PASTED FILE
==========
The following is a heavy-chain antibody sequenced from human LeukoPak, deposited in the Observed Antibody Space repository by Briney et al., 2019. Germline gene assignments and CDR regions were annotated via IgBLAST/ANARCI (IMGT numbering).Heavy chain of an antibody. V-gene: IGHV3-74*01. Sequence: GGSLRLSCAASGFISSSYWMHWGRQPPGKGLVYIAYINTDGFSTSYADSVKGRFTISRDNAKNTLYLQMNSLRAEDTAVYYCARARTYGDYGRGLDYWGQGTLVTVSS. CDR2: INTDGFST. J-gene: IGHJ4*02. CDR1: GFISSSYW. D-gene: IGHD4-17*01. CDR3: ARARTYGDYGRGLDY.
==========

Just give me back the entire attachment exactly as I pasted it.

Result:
The following is a heavy-chain antibody sequenced from human LeukoPak, deposited in the Observed Antibody Space repository by Briney et al., 2019. Germline gene assignments and CDR regions were annotated via IgBLAST/ANARCI (IMGT numbering).Heavy chain of an antibody. V-gene: IGHV3-74*01. Sequence: GGSLRLSCAASGFISSSYWMHWGRQPPGKGLVYIAYINTDGFSTSYADSVKGRFTISRDNAKNTLYLQMNSLRAEDTAVYYCARARTYGDYGRGLDYWGQGTLVTVSS. CDR2: INTDGFST. J-gene: IGHJ4*02. CDR1: GFISSSYW. D-gene: IGHD4-17*01. CDR3: ARARTYGDYGRGLDY.